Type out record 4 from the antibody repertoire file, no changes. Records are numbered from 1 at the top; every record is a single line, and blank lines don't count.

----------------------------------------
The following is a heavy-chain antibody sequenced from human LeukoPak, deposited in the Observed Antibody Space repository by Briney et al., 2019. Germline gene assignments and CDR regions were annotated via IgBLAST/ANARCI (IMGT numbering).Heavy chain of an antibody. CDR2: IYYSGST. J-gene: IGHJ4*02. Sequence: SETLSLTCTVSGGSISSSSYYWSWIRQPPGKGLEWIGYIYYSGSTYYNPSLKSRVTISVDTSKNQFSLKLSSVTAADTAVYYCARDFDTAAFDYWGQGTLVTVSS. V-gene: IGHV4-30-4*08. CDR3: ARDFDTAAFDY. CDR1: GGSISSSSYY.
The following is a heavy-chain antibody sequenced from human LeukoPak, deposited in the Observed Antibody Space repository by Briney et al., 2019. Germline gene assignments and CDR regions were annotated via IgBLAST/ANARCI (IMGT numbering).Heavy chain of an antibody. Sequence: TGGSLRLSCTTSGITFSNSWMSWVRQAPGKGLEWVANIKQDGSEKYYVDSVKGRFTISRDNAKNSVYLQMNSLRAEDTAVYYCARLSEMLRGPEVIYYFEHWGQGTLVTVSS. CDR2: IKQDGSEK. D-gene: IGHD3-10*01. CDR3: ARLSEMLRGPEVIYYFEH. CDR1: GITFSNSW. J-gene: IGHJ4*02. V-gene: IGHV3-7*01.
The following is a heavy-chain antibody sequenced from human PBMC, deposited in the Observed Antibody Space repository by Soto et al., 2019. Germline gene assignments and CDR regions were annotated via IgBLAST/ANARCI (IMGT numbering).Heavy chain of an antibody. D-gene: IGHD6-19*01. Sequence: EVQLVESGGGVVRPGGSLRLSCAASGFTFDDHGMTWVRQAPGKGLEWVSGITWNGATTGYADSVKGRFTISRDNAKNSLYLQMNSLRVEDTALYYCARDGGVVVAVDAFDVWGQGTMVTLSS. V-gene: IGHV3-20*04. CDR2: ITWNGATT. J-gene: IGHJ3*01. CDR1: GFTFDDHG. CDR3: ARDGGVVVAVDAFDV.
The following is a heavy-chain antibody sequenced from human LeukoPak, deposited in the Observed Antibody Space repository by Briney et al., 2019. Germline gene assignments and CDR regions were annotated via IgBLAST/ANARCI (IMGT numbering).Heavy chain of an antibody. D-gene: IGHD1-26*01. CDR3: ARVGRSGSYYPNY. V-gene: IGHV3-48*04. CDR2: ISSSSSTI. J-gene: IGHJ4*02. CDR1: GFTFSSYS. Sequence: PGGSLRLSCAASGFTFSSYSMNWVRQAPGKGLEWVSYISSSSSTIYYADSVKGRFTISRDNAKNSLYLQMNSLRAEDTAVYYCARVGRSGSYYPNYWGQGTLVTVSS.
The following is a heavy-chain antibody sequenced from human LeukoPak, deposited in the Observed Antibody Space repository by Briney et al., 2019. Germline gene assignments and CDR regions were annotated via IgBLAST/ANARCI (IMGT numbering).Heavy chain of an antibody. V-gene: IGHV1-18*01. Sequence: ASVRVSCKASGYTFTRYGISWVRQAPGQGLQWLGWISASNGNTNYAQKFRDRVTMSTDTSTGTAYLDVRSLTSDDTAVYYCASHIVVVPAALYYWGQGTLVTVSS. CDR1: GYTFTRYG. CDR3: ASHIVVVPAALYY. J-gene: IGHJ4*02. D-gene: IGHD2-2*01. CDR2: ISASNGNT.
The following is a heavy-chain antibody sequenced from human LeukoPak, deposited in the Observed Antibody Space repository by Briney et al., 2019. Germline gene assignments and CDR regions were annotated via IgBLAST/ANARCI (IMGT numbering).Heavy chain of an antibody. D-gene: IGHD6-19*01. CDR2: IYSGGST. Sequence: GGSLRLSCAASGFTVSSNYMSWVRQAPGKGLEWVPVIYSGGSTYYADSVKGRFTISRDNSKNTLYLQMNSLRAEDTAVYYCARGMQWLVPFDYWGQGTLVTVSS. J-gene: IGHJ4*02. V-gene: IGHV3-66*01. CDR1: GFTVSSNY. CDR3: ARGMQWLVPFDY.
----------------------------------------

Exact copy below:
The following is a heavy-chain antibody sequenced from human LeukoPak, deposited in the Observed Antibody Space repository by Briney et al., 2019. Germline gene assignments and CDR regions were annotated via IgBLAST/ANARCI (IMGT numbering).Heavy chain of an antibody. D-gene: IGHD1-26*01. CDR3: ARVGRSGSYYPNY. V-gene: IGHV3-48*04. CDR2: ISSSSSTI. J-gene: IGHJ4*02. CDR1: GFTFSSYS. Sequence: PGGSLRLSCAASGFTFSSYSMNWVRQAPGKGLEWVSYISSSSSTIYYADSVKGRFTISRDNAKNSLYLQMNSLRAEDTAVYYCARVGRSGSYYPNYWGQGTLVTVSS.